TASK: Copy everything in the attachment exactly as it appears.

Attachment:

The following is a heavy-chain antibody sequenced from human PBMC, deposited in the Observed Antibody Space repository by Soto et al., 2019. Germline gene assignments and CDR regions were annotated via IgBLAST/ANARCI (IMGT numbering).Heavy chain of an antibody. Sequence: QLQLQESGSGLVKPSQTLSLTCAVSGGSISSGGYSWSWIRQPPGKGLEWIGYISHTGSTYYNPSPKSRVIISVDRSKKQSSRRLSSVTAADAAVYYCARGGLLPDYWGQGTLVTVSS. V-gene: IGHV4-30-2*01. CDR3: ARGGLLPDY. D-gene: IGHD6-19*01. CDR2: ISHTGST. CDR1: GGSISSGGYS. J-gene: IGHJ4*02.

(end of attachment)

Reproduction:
The following is a heavy-chain antibody sequenced from human PBMC, deposited in the Observed Antibody Space repository by Soto et al., 2019. Germline gene assignments and CDR regions were annotated via IgBLAST/ANARCI (IMGT numbering).Heavy chain of an antibody. Sequence: QLQLQESGSGLVKPSQTLSLTCAVSGGSISSGGYSWSWIRQPPGKGLEWIGYISHTGSTYYNPSPKSRVIISVDRSKKQSSRRLSSVTAADAAVYYCARGGLLPDYWGQGTLVTVSS. V-gene: IGHV4-30-2*01. CDR3: ARGGLLPDY. D-gene: IGHD6-19*01. CDR2: ISHTGST. CDR1: GGSISSGGYS. J-gene: IGHJ4*02.